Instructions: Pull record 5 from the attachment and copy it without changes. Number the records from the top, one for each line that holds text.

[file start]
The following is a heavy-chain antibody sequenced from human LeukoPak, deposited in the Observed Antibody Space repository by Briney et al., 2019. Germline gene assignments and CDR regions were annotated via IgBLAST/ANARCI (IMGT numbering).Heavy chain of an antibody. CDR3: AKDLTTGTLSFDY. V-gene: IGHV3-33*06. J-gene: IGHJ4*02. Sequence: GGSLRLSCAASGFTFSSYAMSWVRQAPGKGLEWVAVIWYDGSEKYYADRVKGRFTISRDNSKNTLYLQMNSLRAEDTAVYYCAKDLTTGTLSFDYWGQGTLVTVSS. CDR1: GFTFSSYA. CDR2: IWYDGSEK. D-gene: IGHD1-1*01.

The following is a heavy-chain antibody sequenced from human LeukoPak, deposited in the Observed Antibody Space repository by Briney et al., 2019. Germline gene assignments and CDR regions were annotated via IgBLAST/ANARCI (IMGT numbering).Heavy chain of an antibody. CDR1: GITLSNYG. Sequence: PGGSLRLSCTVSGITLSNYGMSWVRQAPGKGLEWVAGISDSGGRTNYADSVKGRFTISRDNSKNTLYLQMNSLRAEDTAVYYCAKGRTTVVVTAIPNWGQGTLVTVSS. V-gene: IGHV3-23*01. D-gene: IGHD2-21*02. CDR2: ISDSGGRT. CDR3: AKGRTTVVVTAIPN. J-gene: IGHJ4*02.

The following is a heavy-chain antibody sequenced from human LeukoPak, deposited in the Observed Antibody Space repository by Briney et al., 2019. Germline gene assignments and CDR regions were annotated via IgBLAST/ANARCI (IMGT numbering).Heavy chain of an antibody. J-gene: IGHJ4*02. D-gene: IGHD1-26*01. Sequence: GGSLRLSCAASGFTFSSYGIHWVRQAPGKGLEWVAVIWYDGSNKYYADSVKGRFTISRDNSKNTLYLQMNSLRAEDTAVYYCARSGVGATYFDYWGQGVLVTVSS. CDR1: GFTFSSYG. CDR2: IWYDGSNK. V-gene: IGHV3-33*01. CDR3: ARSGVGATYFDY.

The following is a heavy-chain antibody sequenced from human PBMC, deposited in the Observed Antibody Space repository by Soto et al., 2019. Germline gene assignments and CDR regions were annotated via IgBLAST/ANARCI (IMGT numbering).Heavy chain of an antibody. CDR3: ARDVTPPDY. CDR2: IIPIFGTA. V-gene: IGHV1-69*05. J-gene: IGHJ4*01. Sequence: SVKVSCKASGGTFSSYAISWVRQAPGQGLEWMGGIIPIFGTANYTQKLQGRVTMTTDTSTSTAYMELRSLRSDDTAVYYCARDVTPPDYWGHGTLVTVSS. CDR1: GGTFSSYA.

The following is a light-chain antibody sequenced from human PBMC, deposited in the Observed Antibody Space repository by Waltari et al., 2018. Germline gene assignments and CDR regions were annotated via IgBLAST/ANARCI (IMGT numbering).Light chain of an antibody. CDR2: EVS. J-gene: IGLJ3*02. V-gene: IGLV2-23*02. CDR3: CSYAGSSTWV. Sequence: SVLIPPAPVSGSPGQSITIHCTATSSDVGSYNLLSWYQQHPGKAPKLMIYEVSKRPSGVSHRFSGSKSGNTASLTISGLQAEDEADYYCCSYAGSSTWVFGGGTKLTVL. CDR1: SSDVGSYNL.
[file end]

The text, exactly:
The following is a light-chain antibody sequenced from human PBMC, deposited in the Observed Antibody Space repository by Waltari et al., 2018. Germline gene assignments and CDR regions were annotated via IgBLAST/ANARCI (IMGT numbering).Light chain of an antibody. CDR2: EVS. J-gene: IGLJ3*02. V-gene: IGLV2-23*02. CDR3: CSYAGSSTWV. Sequence: SVLIPPAPVSGSPGQSITIHCTATSSDVGSYNLLSWYQQHPGKAPKLMIYEVSKRPSGVSHRFSGSKSGNTASLTISGLQAEDEADYYCCSYAGSSTWVFGGGTKLTVL. CDR1: SSDVGSYNL.